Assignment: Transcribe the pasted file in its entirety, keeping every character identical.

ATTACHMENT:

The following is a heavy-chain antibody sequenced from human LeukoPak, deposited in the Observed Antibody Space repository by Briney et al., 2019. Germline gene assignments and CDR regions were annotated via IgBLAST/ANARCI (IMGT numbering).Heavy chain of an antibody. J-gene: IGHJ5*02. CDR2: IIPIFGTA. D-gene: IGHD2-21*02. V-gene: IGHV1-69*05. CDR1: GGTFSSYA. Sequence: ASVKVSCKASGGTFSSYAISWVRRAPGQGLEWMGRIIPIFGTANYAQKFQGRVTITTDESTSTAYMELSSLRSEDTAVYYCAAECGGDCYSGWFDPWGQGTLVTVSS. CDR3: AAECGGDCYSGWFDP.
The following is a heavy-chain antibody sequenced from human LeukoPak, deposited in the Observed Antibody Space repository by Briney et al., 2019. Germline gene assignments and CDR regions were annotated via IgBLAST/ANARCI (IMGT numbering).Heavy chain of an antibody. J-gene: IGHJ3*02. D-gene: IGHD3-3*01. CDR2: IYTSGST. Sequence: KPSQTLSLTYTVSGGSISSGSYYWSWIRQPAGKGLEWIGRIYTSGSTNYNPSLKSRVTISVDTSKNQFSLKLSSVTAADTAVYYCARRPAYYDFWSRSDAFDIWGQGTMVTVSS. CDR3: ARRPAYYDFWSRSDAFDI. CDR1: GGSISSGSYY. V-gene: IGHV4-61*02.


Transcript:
The following is a heavy-chain antibody sequenced from human LeukoPak, deposited in the Observed Antibody Space repository by Briney et al., 2019. Germline gene assignments and CDR regions were annotated via IgBLAST/ANARCI (IMGT numbering).Heavy chain of an antibody. J-gene: IGHJ5*02. CDR2: IIPIFGTA. D-gene: IGHD2-21*02. V-gene: IGHV1-69*05. CDR1: GGTFSSYA. Sequence: ASVKVSCKASGGTFSSYAISWVRRAPGQGLEWMGRIIPIFGTANYAQKFQGRVTITTDESTSTAYMELSSLRSEDTAVYYCAAECGGDCYSGWFDPWGQGTLVTVSS. CDR3: AAECGGDCYSGWFDP.
The following is a heavy-chain antibody sequenced from human LeukoPak, deposited in the Observed Antibody Space repository by Briney et al., 2019. Germline gene assignments and CDR regions were annotated via IgBLAST/ANARCI (IMGT numbering).Heavy chain of an antibody. J-gene: IGHJ3*02. D-gene: IGHD3-3*01. CDR2: IYTSGST. Sequence: KPSQTLSLTYTVSGGSISSGSYYWSWIRQPAGKGLEWIGRIYTSGSTNYNPSLKSRVTISVDTSKNQFSLKLSSVTAADTAVYYCARRPAYYDFWSRSDAFDIWGQGTMVTVSS. CDR3: ARRPAYYDFWSRSDAFDI. CDR1: GGSISSGSYY. V-gene: IGHV4-61*02.